The cup of blessing which we bless, is it not a communion in the blood of Christ?
Do you seek, blessed Paul, to rouse your hearer to a sense of reverence when you mention tremendous mysteries, and call this fearful and awe-inspiring cup a cup of blessing?
Yes, he replies…. When I speak of blessing, I mean to unfold the whole treasure of God’s goodness to us, and call to mind his wonderful gifts.
It is in gratitude for these and all other such blessings that we approach the Sacrament.
[...] The cup of blessing which we bless, is it not a communion in the blood of Christ? What great confidence and awe there is in these words!
Paul means that in the cup is the same blood that flowed from Christ’s side, and it is that of which we partake.
He called it a cup of blessing because, when we hold it in our hands, we raise our hearts to God in wonder and amazement at his unspeakable gift.
We praise him because Christ shed this very blood so that we might not remain in error; and not only did he shed his blood, but he gave all of us a share of it.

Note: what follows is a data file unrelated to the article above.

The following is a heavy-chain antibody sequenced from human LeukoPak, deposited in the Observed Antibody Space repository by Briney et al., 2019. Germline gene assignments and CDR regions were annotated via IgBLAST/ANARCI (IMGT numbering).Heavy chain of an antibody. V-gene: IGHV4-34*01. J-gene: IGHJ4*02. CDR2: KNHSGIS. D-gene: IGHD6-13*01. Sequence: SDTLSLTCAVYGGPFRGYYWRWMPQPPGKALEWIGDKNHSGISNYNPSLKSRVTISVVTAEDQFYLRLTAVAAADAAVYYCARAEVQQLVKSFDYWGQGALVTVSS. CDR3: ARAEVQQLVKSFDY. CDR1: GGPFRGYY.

The bread which we break, is it not a communion in the body of Christ?
The Apostle did not say ‘a participation’, because he wanted to signify something more than this.
For when we communicate it is not merely a matter of sharing and partaking, but of being united.
In the same way as a body was united with Christ, so we are united with him by this bread.
But why did he add, which we break? This we can see is done at the Eucharist, but it was not so on the Cross; rather the contrary, for Scripture says: Not a bone of his shall be broken.
But although he did not suffer this on the Cross, he suffers it now in his offering on your behalf; he allows himself to be broken so that all may be filled.
Paul used the phrase: a communion in the body; but there is a difference between communicants and the body we receive in communion, and so he set about removing even this distinction, small as it might seem.
For after he had spoken of a communion in the body, he still sought to define his meaning more accurately, and therefore added, Because there is one bread, we although many are one body.
John Chrysostom (c.347-407): Homilies on The Epistles to the Corinthians 24.1-2 (PG 61:199-201); from the Monastic Office of Vigils, Sunday of the Seventh Week of Ordinary Time, Year I.